I promised Wing that I would write about the World Series to date. And since I'm about to start playing Civ 4, I better do it now or I'll never do it.
I've watched most of the Series so far and am a bit underwhelemed, though that doesn't take away from the refreshment of watching a championship series between two teams that, all in all, I don't mind one bit. In my mind, the series has been markes so far by poor umpiring benefiting the Sox (what else is new?), meaningless comebacks, one really long game, and home runs by unlikely suspects (Podsednik, Blum). There haven't been any dominating pitching performances; there haven't been any inspiring hitting accomplishments. So it's been enjoyable, but I don't think I'll remember it for years to come.
Another Blown Call
I suppose that I must commit to electronic paper my thoughts on the latest blown call. Given a choice between ruling a foul ball and a hit batsman, the foul ball clearly makes for a more conservative call. Thus an umpire—being only human—must be convinced that a ball hit a btter to call it as such. Home-plate umpire Jeff Nelson just flat out blew it. And once again, the White Sox capitalized on their fortune as Konerko blasted a grand slam on the very next pitch. It's becoming a typical sequence with the White Sox this postseason:
- Egregious blown call.
My natural instinct is to root against the White Sox because of these blown calls. It's not their fault, obviously, and they have done a tremendous job in siezing the opportunities presented to them. But it's just not fair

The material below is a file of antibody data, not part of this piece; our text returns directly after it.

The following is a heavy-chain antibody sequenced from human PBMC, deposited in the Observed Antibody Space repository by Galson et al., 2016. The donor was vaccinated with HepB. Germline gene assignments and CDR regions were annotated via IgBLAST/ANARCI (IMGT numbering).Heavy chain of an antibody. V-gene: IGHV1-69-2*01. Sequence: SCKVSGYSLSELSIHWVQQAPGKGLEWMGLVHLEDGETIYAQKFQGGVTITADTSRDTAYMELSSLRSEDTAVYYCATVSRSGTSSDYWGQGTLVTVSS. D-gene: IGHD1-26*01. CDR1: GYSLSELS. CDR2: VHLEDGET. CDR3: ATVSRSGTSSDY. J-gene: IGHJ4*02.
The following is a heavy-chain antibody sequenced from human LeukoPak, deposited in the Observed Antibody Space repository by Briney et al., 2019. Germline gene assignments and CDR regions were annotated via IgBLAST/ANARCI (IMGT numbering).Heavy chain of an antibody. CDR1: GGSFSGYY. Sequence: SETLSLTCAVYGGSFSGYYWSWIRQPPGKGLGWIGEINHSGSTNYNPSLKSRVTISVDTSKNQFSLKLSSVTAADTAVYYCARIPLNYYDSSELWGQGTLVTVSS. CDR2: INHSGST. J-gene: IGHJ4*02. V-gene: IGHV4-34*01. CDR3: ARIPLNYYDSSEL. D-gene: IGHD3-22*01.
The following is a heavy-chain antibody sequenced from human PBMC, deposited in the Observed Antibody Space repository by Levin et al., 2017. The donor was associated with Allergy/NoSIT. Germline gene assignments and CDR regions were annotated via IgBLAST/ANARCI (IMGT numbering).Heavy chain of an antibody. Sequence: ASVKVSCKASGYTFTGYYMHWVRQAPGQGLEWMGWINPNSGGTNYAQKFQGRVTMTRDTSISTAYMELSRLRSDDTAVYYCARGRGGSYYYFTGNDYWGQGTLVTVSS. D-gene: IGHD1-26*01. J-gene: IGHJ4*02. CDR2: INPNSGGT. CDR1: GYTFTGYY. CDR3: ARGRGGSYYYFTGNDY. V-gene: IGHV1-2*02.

and when all else is (approximately) equal, I tend to prefer the team which is on the short end of the fair scale.
After the game, Jermaine Dye admitted that the ball hit bat rather than body. The stark nature of the admission led me to engage in several conversations about whether the sportsmanlike behavior would have been for Dye to correct the umpire's call when it happened. No one expected Dye to correct the call. Everyone agrees that it's a cold day in hell when a professional athlete corrects a call that went in his or her favor. But I was surprised to find that most people I spoke with thought that it would have been sporting of Dye to correct the call. I thought about this, and though I may be conflating sportsmanship with morality and ethics, I do not think that it would have been right for Dye to correct the umpire? Why? Dye has a whole team relying on him to help them win the World Series, and to aid the opponent—even in the guise of enforcing the rules— would be to momentarily turn his back on his team. (Even if you consider a strict interpretation of sportsmanship's definition as fairness in following the rules of the game, one could argue that just as the rules make clear what happens when the ball hits the bat, the rules charge the umpire with determining what has happened before applying the correct rule.)
More on the Let Down Hit